by Morgan W.
Being cheated on was the best thing that ever happened to me. After seven years of marriage and two kids, my relationship was struck by the breathtakingly violent force of infidelity. The affair had been going on for more than a year. I had a four year old and a one year old at home. I cried and vomited. I laid on the floor and I wanted to die. I hated myself and my spouse. Weeks later, when I surfaced for air, I looked at our lives and I decided to stay.
I took stock of the aftermath. There were huge piles of anger and the trust was shattered to pieces. Everything we had built together lay demolished at my feet. I don’t know why I didn’t give up. It would have been easier, certainly, but I found someone inside myself who was more willful and fierce than I could have imagined. A woman I hadn't met until then. So, fragment by fragment, I rebuilt. It was much more difficult than building the relationship the first time, but I was determined. I had been tested and I wasn’t about to fail. Almost everyone in my life told me to leave, save for a few women who had, themselves, stayed. So, although I sat in the courthouse parking lot more than a few times, I never did file for divorce, and the continued success of my marriage is one of my greatest accomplishments to date. We went on to have another baby and I became a serious distance runner. In the years after the affair, I discovered I could do absolutely anything.
Every day post-election pretty much feels like the weeks following my discovery of the affair. The blanket of depression is occasionally thrown aside by a surge of rage-empowerment and I finally get off the couch. Then I read about another Cabinet appointment or something Kellyanne Conway said and I slink back into the familiar covering. Which feeling will win out? Depends on my frame of mind when you ask, I guess. I’m committed to my marriage and I'm in it for life. I like to think of my country the same way. What it’s done to my family hurts like hell, though.
It’s estimated that up to 60 percent of marriages will be affected by infidelity. It can happen to anyone. It can happen if you are attractive, successful, a perfect Pinterest mother who does whatever it is that you’re supposed to do with shaving cream this week. It can happen if your husband is the president of the United States. As much as I tried to insulate myself from it during the campaign, I saw the memes and heard the derogatory attacks based on Bill’s philandering. If Hillary couldn't keep her husband satisfied, she couldn't handle America. Monica got the job done when Hillary couldn't. Bill chose other women over Hillary and the country should too. More puns on the word "blow" than I care to recount.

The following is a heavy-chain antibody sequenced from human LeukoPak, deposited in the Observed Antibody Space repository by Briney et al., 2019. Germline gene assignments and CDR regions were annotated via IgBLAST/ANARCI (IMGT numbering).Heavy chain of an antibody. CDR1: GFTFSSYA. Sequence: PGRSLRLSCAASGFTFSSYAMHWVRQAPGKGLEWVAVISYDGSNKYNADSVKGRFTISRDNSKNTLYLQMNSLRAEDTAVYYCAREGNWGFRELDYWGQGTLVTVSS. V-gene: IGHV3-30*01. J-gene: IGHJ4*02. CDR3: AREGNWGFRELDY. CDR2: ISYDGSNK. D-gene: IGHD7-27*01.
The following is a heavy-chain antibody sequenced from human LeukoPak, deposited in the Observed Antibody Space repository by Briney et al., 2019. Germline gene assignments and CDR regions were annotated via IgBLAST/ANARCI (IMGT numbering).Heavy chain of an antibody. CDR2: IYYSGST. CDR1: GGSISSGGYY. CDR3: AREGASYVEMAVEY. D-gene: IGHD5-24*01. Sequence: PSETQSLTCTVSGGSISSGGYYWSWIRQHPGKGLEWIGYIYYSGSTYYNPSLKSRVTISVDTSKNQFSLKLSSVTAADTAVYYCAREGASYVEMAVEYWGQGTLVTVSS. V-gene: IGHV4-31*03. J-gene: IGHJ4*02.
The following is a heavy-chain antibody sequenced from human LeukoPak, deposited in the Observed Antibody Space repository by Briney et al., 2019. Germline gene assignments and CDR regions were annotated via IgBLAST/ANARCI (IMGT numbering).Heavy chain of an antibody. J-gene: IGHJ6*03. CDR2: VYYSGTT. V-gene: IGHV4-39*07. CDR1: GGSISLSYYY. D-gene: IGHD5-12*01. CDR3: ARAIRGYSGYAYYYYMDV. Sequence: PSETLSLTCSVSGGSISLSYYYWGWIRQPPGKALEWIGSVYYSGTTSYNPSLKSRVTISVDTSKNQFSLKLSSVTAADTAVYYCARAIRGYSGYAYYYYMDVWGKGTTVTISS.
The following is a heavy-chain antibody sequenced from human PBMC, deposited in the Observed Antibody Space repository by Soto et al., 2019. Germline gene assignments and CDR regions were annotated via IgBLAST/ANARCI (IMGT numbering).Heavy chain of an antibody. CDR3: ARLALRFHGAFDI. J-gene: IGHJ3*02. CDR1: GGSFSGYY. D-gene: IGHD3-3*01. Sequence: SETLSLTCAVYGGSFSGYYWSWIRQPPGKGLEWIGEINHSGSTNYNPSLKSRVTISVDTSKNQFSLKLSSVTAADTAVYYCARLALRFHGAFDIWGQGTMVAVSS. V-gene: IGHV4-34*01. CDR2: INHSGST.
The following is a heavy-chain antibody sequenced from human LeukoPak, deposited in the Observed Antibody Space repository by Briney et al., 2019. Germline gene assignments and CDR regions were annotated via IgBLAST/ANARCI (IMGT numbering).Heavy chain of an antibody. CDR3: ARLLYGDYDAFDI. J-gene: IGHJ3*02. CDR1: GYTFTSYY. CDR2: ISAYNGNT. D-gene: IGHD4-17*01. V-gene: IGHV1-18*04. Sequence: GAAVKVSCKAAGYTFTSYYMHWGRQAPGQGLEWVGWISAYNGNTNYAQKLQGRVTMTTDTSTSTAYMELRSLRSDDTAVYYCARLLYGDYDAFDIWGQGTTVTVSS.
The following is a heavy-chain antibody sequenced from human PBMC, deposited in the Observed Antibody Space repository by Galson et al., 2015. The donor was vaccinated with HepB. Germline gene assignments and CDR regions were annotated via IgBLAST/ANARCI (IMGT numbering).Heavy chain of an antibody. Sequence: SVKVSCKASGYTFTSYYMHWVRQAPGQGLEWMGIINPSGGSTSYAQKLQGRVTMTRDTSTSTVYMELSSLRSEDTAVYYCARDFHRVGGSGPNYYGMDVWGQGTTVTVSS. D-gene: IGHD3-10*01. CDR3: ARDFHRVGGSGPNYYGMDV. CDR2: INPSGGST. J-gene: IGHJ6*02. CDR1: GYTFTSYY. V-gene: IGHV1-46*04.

Aside from the misogyny and tastelessness of these attacks, I believe the opposite is true. Marital strife has only strengthened Hillary and made the Clinton marriage a force to be reckoned with. Every couple should feel they can take on the world together, but few literally do. People spend a lot of time speculating on why she stayed. It doesn't really matter to me if she loves him or if she's holding him hostage for the rest of his life, Gone Girl-style, or a bit of both. I would guess that everything that has happened in their marriage, has, like all successful marriages, made both of them better and stronger. I like to imagine that he has paid a personal price for his mistakes higher than impeachment or even being the subject of a Beyoncé album, but that’s my own revenge fantasy. Ultimately, we know very little about Hillary’s marriage, or any marriage besides one we’ve actually been in. What we do know for certain is that Hillary is strong as hell, which we see in her post-affair evolution. She rose like a phoenix from the ashes of a fire, witnessed by basically the whole world with access to television, many of whom were merrily roasting marshmallows around it. She thrust herself into the public eye again and again, doggedly pursuing her political career. The story of Hillary as a wife and as a person isn’t about being a victim or an “enabler,” which is also a popular way to deride her for staying. It’s about the might of commitment, perseverance, and unwavering ambition. It’s about turning powerlessness into dominating inner strength. Sure, maybe she already knew she could shatter every glass ceiling she came up against. Maybe she never once doubted she could take on the world. Or maybe, like me and so many other dedicated women I know, she's driven to accomplish the things she has in part because he cheated, and she stayed.
Around 62 million people voted for Donald Trump in last year’s election, stunning so many of us. I often ask myself how Hillary soldiers on, especially now. Somehow she won the votes and still lost, but doesn't seem to have wavered. Does she ever cry like I do or has she figured out a way to harness the power of political victimization the same way she channeled her personal hurt? More importantly, do I have that woman inside me still? I desperately want to take for myself just a tiny piece of her badassery for this resistance. As DGB staff, I try to do all the good I can every day. Like so many other women right now, I want this to be when I rise up and fight like never before. As the saying goes: Hell hath no fury like a woman scorned. But what about a woman scorned by her country? How much fury and strength will she find inside herself then? And I'm not talking about Hillary. I'm talking about me.